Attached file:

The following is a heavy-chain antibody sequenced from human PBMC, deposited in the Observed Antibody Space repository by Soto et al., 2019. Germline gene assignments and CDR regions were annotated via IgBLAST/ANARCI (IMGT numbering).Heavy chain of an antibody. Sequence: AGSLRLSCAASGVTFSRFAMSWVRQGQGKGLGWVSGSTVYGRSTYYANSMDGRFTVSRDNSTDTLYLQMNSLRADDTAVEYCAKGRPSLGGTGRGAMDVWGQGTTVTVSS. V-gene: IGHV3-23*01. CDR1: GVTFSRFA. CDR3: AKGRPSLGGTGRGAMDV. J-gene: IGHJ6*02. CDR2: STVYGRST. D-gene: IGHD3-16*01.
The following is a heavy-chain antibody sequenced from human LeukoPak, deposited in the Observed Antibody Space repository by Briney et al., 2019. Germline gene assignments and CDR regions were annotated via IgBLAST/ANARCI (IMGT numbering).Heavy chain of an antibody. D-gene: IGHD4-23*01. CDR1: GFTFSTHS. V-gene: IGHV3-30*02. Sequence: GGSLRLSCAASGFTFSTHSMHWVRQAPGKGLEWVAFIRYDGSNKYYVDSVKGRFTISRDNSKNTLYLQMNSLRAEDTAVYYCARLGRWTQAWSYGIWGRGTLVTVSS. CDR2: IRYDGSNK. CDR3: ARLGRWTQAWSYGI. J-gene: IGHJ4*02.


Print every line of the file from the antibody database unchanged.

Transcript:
The following is a heavy-chain antibody sequenced from human PBMC, deposited in the Observed Antibody Space repository by Soto et al., 2019. Germline gene assignments and CDR regions were annotated via IgBLAST/ANARCI (IMGT numbering).Heavy chain of an antibody. Sequence: AGSLRLSCAASGVTFSRFAMSWVRQGQGKGLGWVSGSTVYGRSTYYANSMDGRFTVSRDNSTDTLYLQMNSLRADDTAVEYCAKGRPSLGGTGRGAMDVWGQGTTVTVSS. V-gene: IGHV3-23*01. CDR1: GVTFSRFA. CDR3: AKGRPSLGGTGRGAMDV. J-gene: IGHJ6*02. CDR2: STVYGRST. D-gene: IGHD3-16*01.
The following is a heavy-chain antibody sequenced from human LeukoPak, deposited in the Observed Antibody Space repository by Briney et al., 2019. Germline gene assignments and CDR regions were annotated via IgBLAST/ANARCI (IMGT numbering).Heavy chain of an antibody. D-gene: IGHD4-23*01. CDR1: GFTFSTHS. V-gene: IGHV3-30*02. Sequence: GGSLRLSCAASGFTFSTHSMHWVRQAPGKGLEWVAFIRYDGSNKYYVDSVKGRFTISRDNSKNTLYLQMNSLRAEDTAVYYCARLGRWTQAWSYGIWGRGTLVTVSS. CDR2: IRYDGSNK. CDR3: ARLGRWTQAWSYGI. J-gene: IGHJ4*02.